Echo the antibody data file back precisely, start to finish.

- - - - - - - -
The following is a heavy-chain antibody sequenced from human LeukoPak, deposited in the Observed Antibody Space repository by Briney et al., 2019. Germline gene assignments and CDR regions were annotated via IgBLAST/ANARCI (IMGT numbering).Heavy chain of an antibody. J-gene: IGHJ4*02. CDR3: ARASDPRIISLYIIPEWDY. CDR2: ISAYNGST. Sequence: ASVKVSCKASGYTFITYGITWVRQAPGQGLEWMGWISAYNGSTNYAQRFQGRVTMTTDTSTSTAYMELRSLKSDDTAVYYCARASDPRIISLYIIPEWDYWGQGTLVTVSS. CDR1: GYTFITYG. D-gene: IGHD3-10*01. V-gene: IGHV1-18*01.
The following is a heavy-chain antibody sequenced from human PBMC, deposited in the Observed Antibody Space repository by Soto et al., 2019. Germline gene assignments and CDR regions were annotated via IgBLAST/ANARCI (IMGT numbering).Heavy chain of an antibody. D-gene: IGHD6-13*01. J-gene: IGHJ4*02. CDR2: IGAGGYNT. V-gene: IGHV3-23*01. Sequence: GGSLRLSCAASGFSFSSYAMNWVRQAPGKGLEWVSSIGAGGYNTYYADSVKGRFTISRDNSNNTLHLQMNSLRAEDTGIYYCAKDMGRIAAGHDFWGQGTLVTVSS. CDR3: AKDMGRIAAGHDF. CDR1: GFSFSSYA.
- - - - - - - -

The following is a heavy-chain antibody sequenced from human LeukoPak, deposited in the Observed Antibody Space repository by Briney et al., 2019. Germline gene assignments and CDR regions were annotated via IgBLAST/ANARCI (IMGT numbering).Heavy chain of an antibody. J-gene: IGHJ4*02. CDR3: ARASDPRIISLYIIPEWDY. CDR2: ISAYNGST. Sequence: ASVKVSCKASGYTFITYGITWVRQAPGQGLEWMGWISAYNGSTNYAQRFQGRVTMTTDTSTSTAYMELRSLKSDDTAVYYCARASDPRIISLYIIPEWDYWGQGTLVTVSS. CDR1: GYTFITYG. D-gene: IGHD3-10*01. V-gene: IGHV1-18*01.
The following is a heavy-chain antibody sequenced from human PBMC, deposited in the Observed Antibody Space repository by Soto et al., 2019. Germline gene assignments and CDR regions were annotated via IgBLAST/ANARCI (IMGT numbering).Heavy chain of an antibody. D-gene: IGHD6-13*01. J-gene: IGHJ4*02. CDR2: IGAGGYNT. V-gene: IGHV3-23*01. Sequence: GGSLRLSCAASGFSFSSYAMNWVRQAPGKGLEWVSSIGAGGYNTYYADSVKGRFTISRDNSNNTLHLQMNSLRAEDTGIYYCAKDMGRIAAGHDFWGQGTLVTVSS. CDR3: AKDMGRIAAGHDF. CDR1: GFSFSSYA.